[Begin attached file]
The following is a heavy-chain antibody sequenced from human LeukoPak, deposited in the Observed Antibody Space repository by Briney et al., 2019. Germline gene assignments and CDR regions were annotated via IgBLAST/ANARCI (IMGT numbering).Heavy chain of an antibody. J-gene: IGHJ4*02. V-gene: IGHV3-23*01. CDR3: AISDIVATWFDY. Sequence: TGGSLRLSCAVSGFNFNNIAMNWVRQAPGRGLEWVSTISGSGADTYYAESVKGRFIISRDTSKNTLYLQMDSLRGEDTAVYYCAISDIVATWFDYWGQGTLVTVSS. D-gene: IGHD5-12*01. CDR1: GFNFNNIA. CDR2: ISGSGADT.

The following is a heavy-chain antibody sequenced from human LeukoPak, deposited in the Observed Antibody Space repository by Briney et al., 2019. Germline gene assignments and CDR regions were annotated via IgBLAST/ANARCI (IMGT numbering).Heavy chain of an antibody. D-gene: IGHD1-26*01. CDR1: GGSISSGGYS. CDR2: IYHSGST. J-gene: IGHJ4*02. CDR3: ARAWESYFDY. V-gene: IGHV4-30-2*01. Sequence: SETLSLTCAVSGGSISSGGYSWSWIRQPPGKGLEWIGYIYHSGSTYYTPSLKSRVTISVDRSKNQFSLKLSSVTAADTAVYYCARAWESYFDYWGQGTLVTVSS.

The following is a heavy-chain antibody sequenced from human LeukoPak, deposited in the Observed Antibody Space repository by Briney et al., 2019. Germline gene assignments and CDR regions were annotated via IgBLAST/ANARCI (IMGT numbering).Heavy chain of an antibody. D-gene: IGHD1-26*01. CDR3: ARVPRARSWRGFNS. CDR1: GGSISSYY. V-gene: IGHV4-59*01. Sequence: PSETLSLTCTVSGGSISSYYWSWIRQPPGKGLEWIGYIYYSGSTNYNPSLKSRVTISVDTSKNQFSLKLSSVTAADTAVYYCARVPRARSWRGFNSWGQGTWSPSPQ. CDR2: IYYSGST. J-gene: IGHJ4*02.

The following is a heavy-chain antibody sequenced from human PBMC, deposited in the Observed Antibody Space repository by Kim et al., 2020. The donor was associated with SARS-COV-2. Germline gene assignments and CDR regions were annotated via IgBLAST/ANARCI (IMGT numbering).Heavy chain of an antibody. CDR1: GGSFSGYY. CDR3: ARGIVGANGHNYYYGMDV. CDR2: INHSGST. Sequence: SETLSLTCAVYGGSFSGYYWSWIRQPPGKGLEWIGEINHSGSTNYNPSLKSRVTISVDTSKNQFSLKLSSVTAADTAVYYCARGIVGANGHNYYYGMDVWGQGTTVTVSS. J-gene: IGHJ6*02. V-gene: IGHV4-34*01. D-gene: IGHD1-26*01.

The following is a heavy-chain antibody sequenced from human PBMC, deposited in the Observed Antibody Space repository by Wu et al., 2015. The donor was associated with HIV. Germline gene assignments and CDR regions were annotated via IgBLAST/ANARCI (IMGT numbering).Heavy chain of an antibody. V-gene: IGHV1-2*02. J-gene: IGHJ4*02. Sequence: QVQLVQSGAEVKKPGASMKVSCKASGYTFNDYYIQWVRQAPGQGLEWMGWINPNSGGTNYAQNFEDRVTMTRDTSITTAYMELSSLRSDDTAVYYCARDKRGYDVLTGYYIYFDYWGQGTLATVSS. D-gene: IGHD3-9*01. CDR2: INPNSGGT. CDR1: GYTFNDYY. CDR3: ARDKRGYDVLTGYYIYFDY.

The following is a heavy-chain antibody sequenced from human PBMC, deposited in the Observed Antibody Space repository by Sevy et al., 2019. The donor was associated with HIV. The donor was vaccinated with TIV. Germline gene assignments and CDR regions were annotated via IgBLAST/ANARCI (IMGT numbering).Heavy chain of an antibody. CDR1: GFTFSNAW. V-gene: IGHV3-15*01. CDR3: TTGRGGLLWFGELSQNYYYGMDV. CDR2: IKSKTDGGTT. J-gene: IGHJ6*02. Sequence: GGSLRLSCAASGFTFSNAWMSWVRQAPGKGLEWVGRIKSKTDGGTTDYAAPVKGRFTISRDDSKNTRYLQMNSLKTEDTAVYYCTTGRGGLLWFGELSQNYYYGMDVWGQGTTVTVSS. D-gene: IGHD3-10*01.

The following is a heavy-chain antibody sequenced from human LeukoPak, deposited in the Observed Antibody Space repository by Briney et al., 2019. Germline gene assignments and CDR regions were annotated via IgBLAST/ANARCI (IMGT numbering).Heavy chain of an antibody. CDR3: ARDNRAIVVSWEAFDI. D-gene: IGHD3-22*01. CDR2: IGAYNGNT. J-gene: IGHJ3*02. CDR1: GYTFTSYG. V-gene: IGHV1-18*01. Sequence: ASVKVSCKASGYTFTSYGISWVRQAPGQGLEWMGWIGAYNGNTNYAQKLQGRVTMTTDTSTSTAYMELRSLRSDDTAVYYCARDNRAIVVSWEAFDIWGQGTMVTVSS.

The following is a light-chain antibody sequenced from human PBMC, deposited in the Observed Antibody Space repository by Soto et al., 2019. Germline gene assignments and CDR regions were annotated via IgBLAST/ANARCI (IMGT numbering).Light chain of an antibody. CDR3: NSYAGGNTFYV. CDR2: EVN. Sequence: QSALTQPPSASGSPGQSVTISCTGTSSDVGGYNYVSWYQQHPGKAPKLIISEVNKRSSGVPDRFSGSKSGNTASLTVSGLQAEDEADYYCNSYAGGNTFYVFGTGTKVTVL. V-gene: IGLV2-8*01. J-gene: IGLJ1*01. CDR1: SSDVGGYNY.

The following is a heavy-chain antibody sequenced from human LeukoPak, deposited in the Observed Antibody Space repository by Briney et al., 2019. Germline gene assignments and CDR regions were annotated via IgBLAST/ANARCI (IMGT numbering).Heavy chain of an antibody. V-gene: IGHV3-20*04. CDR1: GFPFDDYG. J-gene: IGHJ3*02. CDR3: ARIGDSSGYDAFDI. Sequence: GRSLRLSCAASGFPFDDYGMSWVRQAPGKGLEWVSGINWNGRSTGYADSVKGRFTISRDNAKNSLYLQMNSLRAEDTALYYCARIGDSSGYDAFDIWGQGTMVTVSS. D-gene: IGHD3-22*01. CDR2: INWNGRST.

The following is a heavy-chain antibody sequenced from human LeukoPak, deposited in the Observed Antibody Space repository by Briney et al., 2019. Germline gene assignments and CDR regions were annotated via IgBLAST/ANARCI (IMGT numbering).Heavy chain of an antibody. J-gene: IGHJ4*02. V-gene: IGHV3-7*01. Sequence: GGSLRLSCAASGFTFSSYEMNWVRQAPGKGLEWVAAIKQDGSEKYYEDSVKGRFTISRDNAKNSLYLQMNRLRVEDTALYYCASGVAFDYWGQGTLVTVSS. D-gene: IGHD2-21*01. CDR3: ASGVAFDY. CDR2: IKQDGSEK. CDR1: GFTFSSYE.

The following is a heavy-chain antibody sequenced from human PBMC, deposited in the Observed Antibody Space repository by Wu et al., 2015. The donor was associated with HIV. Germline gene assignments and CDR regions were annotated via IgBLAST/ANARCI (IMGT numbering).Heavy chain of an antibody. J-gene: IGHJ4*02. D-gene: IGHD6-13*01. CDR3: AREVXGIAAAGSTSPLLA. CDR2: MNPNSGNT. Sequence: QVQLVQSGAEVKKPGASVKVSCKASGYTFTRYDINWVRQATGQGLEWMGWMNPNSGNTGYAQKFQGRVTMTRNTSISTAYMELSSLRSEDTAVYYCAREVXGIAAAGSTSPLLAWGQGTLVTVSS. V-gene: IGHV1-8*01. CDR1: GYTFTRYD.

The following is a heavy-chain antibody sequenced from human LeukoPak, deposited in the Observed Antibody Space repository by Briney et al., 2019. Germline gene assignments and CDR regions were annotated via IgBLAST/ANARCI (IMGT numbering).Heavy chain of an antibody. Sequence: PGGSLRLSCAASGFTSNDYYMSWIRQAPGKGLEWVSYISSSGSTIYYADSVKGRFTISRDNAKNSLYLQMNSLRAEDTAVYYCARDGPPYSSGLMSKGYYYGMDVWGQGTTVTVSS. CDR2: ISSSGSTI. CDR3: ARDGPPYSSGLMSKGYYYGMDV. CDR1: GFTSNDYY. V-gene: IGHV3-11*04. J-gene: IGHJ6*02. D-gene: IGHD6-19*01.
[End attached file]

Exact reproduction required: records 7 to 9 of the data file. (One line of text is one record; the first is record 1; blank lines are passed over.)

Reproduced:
The following is a heavy-chain antibody sequenced from human LeukoPak, deposited in the Observed Antibody Space repository by Briney et al., 2019. Germline gene assignments and CDR regions were annotated via IgBLAST/ANARCI (IMGT numbering).Heavy chain of an antibody. CDR3: ARDNRAIVVSWEAFDI. D-gene: IGHD3-22*01. CDR2: IGAYNGNT. J-gene: IGHJ3*02. CDR1: GYTFTSYG. V-gene: IGHV1-18*01. Sequence: ASVKVSCKASGYTFTSYGISWVRQAPGQGLEWMGWIGAYNGNTNYAQKLQGRVTMTTDTSTSTAYMELRSLRSDDTAVYYCARDNRAIVVSWEAFDIWGQGTMVTVSS.

The following is a light-chain antibody sequenced from human PBMC, deposited in the Observed Antibody Space repository by Soto et al., 2019. Germline gene assignments and CDR regions were annotated via IgBLAST/ANARCI (IMGT numbering).Light chain of an antibody. CDR3: NSYAGGNTFYV. CDR2: EVN. Sequence: QSALTQPPSASGSPGQSVTISCTGTSSDVGGYNYVSWYQQHPGKAPKLIISEVNKRSSGVPDRFSGSKSGNTASLTVSGLQAEDEADYYCNSYAGGNTFYVFGTGTKVTVL. V-gene: IGLV2-8*01. J-gene: IGLJ1*01. CDR1: SSDVGGYNY.

The following is a heavy-chain antibody sequenced from human LeukoPak, deposited in the Observed Antibody Space repository by Briney et al., 2019. Germline gene assignments and CDR regions were annotated via IgBLAST/ANARCI (IMGT numbering).Heavy chain of an antibody. V-gene: IGHV3-20*04. CDR1: GFPFDDYG. J-gene: IGHJ3*02. CDR3: ARIGDSSGYDAFDI. Sequence: GRSLRLSCAASGFPFDDYGMSWVRQAPGKGLEWVSGINWNGRSTGYADSVKGRFTISRDNAKNSLYLQMNSLRAEDTALYYCARIGDSSGYDAFDIWGQGTMVTVSS. D-gene: IGHD3-22*01. CDR2: INWNGRST.